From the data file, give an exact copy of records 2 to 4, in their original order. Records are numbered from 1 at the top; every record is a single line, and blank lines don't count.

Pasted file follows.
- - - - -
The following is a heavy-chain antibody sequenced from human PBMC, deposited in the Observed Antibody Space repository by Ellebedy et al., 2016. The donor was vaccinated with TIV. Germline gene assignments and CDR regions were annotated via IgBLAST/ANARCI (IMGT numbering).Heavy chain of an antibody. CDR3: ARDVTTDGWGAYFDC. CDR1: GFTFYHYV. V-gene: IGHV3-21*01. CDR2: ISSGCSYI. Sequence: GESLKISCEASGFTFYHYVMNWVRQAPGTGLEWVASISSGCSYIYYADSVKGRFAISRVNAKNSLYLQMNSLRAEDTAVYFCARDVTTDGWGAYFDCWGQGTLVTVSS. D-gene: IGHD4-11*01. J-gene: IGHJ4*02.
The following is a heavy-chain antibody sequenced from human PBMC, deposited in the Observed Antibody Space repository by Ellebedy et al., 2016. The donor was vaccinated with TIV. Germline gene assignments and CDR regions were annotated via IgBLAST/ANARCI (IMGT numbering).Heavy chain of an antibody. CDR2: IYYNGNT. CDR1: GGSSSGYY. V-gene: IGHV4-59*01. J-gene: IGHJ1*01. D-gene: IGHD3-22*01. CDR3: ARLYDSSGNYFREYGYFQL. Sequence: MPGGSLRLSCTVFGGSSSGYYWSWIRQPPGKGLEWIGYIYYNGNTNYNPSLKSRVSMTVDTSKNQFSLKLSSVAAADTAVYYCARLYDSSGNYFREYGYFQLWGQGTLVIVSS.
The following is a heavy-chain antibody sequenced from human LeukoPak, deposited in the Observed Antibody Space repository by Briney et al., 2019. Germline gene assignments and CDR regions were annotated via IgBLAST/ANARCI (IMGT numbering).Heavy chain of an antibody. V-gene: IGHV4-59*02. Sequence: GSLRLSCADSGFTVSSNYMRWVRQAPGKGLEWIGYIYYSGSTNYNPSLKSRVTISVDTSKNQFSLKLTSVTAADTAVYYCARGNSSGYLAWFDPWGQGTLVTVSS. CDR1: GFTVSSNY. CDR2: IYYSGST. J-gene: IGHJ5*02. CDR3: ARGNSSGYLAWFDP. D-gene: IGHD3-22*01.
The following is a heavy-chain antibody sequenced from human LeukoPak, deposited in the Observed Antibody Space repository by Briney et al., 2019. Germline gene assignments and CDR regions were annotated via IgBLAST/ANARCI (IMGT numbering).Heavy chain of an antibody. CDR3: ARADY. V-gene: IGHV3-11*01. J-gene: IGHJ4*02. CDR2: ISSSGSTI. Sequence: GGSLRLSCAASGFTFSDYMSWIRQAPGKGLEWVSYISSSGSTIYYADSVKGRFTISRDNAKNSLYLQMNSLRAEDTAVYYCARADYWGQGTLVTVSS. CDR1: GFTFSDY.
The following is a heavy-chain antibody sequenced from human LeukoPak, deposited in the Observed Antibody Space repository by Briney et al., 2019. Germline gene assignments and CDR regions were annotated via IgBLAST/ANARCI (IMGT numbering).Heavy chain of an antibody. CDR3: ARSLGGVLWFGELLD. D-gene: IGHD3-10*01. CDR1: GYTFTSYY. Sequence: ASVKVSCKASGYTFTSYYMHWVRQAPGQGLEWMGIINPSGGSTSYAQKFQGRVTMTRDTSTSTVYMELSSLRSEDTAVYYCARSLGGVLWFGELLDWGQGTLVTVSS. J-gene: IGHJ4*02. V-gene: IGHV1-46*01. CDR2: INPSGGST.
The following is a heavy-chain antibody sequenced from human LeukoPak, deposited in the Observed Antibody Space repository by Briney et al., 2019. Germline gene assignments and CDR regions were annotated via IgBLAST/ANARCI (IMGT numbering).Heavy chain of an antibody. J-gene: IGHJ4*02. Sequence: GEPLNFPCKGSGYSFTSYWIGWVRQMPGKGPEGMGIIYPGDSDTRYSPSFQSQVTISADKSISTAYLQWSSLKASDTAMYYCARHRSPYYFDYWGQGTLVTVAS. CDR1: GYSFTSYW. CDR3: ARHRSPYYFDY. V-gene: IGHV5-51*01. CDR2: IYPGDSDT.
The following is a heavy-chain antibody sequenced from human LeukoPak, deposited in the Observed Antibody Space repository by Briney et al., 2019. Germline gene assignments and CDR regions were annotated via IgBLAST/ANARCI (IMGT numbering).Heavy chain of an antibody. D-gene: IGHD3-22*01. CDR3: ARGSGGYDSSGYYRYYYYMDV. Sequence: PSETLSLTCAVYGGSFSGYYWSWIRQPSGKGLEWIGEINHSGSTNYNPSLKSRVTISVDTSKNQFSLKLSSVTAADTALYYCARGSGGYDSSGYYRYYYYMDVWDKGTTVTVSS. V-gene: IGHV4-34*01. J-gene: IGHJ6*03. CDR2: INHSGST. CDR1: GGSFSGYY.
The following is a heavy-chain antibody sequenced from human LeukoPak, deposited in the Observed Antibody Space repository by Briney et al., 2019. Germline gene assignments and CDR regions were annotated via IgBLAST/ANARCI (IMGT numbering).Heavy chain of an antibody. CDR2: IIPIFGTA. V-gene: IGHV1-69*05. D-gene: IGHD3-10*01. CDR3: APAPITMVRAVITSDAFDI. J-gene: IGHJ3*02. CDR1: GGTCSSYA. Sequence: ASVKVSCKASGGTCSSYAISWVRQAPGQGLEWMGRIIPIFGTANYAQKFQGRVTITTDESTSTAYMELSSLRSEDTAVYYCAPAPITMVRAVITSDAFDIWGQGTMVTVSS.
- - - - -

The following is a heavy-chain antibody sequenced from human PBMC, deposited in the Observed Antibody Space repository by Ellebedy et al., 2016. The donor was vaccinated with TIV. Germline gene assignments and CDR regions were annotated via IgBLAST/ANARCI (IMGT numbering).Heavy chain of an antibody. CDR2: IYYNGNT. CDR1: GGSSSGYY. V-gene: IGHV4-59*01. J-gene: IGHJ1*01. D-gene: IGHD3-22*01. CDR3: ARLYDSSGNYFREYGYFQL. Sequence: MPGGSLRLSCTVFGGSSSGYYWSWIRQPPGKGLEWIGYIYYNGNTNYNPSLKSRVSMTVDTSKNQFSLKLSSVAAADTAVYYCARLYDSSGNYFREYGYFQLWGQGTLVIVSS.
The following is a heavy-chain antibody sequenced from human LeukoPak, deposited in the Observed Antibody Space repository by Briney et al., 2019. Germline gene assignments and CDR regions were annotated via IgBLAST/ANARCI (IMGT numbering).Heavy chain of an antibody. V-gene: IGHV4-59*02. Sequence: GSLRLSCADSGFTVSSNYMRWVRQAPGKGLEWIGYIYYSGSTNYNPSLKSRVTISVDTSKNQFSLKLTSVTAADTAVYYCARGNSSGYLAWFDPWGQGTLVTVSS. CDR1: GFTVSSNY. CDR2: IYYSGST. J-gene: IGHJ5*02. CDR3: ARGNSSGYLAWFDP. D-gene: IGHD3-22*01.
The following is a heavy-chain antibody sequenced from human LeukoPak, deposited in the Observed Antibody Space repository by Briney et al., 2019. Germline gene assignments and CDR regions were annotated via IgBLAST/ANARCI (IMGT numbering).Heavy chain of an antibody. CDR3: ARADY. V-gene: IGHV3-11*01. J-gene: IGHJ4*02. CDR2: ISSSGSTI. Sequence: GGSLRLSCAASGFTFSDYMSWIRQAPGKGLEWVSYISSSGSTIYYADSVKGRFTISRDNAKNSLYLQMNSLRAEDTAVYYCARADYWGQGTLVTVSS. CDR1: GFTFSDY.